}

Now let's call all three!

sayHelloToIsabel()
sayHelloToSofia()
sayHelloToBrendan()

While these functions are undoubtedly useful, they're only useful if we only talk to Isabel, Sofia, and Brendan. Every time we want to greet someone new (or say something other than "Hello," for that matter), we need to define a new function.

What if there was some way to take what's similar about these functions — the fact that they all call console.log() with "Hello," a name, and an exclamation point — and substitute what's different (the name) as we go?

Turns out, we can! We can use something called an argument to pass information to a function.

Getting into an argument

We can pass arguments to a function between its parentheses, like so (follow along in console!):

function doSomething(thing) {
  console.log(thing)
}

doSomething('anything')

Pretty cool, right?

Saying hello, again

We found it kind of tiresome to say hello to everyone individually above — what if we told you there's a better way?

function sayHelloTo(firstName) {
  console.log(`Hello, ${firstName}!`)
}

sayHelloTo('Isabel') // "Hello, Isabel!"
sayHelloTo("Jane") // "Hello, Jane!"
sayHelloTo("R2-D2") // "Hello, R2-D2!"
sayHelloTo(1) // "Hello, 1!"

// ^ Note that in the above, JavaScript coerces the number 1 to the string "1"

That's pretty cool. We're using what's called a parameter, in this case firstName in function sayHelloTo(firstName). Parameters are placeholders that we put between the parentheses when declaring a function. When we invoke that function, we can pass arguments to the invocation (e.g., 'Isabel' in sayHelloTo('Isabel')) that get stored as local, function-level variables that are available anywhere in the function body. Essentially, the arguments are the actual values that we pass to the function, and the parameters are the named references where we store those passed-in values. An argument can be any JavaScript expression — any piece of JavaScript code that evaluates to a value — from something as simple as 5 or 'Avi' to something as complex as an entire function.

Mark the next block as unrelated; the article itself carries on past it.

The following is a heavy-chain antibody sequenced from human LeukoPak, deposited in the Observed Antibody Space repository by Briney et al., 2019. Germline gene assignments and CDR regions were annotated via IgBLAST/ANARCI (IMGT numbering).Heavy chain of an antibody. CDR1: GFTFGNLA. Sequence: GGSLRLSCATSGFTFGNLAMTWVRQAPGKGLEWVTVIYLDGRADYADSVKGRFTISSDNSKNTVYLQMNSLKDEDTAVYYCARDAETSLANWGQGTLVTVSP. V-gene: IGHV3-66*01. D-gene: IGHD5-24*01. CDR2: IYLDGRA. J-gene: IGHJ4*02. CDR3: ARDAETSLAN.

Note that we can only access arguments within the body of the function by referring to the parameter name, such as console.log(`Hello, ${firstName}!`) in the above code. If we try to call firstName outside of our sayHelloTo() function in the JavaScript console, we'll see a ReferenceError telling us that firstName is not defined.

Saying something new

What if we want to say something other than "Hello"? Well, we can move the greeting to a parameter as well:

function say(greeting, firstName) {
  console.log(`${greeting}, ${firstName}!`)
}

After entering the above in console, let's try say("Goodbye", "Julio") — we should see "Goodbye, Julio!" in the browser's console.

But what if we wanted to switch the order and say something like, "Julio, hello!"? Hm, that sentence still has two parts — let's try it:

say("Julio", "hello")

You should now see "Julio, hello!" in console. What's going on? "Julio" is a name, not a greeting!